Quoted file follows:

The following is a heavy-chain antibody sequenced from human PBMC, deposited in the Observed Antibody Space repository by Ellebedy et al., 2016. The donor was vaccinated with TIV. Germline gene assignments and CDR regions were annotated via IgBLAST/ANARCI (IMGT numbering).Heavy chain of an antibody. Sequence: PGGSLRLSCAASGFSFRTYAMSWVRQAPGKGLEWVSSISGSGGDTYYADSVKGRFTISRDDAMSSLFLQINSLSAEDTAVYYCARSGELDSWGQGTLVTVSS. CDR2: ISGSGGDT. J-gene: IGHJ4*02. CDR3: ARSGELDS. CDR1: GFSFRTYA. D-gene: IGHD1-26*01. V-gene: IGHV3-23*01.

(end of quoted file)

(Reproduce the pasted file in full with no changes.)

The following is a heavy-chain antibody sequenced from human PBMC, deposited in the Observed Antibody Space repository by Ellebedy et al., 2016. The donor was vaccinated with TIV. Germline gene assignments and CDR regions were annotated via IgBLAST/ANARCI (IMGT numbering).Heavy chain of an antibody. Sequence: PGGSLRLSCAASGFSFRTYAMSWVRQAPGKGLEWVSSISGSGGDTYYADSVKGRFTISRDDAMSSLFLQINSLSAEDTAVYYCARSGELDSWGQGTLVTVSS. CDR2: ISGSGGDT. J-gene: IGHJ4*02. CDR3: ARSGELDS. CDR1: GFSFRTYA. D-gene: IGHD1-26*01. V-gene: IGHV3-23*01.